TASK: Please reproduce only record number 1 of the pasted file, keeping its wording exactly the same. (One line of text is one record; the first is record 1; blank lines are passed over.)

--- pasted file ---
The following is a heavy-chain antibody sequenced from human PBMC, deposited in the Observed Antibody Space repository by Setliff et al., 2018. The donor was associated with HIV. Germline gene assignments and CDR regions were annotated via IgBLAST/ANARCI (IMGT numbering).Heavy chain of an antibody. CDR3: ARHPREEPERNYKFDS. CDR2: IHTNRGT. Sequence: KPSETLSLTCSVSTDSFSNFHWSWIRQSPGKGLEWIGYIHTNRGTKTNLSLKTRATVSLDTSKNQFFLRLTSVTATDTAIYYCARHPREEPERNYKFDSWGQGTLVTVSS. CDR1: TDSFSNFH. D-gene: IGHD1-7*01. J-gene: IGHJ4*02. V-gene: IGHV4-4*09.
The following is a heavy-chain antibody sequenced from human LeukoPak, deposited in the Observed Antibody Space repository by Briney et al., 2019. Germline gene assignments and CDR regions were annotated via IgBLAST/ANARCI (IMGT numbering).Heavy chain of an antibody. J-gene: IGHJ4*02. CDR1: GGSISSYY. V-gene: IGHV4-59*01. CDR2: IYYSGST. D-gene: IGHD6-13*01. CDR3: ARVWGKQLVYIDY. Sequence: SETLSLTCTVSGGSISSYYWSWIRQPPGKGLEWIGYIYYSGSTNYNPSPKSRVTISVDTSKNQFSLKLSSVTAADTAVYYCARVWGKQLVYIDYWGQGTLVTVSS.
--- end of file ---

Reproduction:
The following is a heavy-chain antibody sequenced from human PBMC, deposited in the Observed Antibody Space repository by Setliff et al., 2018. The donor was associated with HIV. Germline gene assignments and CDR regions were annotated via IgBLAST/ANARCI (IMGT numbering).Heavy chain of an antibody. CDR3: ARHPREEPERNYKFDS. CDR2: IHTNRGT. Sequence: KPSETLSLTCSVSTDSFSNFHWSWIRQSPGKGLEWIGYIHTNRGTKTNLSLKTRATVSLDTSKNQFFLRLTSVTATDTAIYYCARHPREEPERNYKFDSWGQGTLVTVSS. CDR1: TDSFSNFH. D-gene: IGHD1-7*01. J-gene: IGHJ4*02. V-gene: IGHV4-4*09.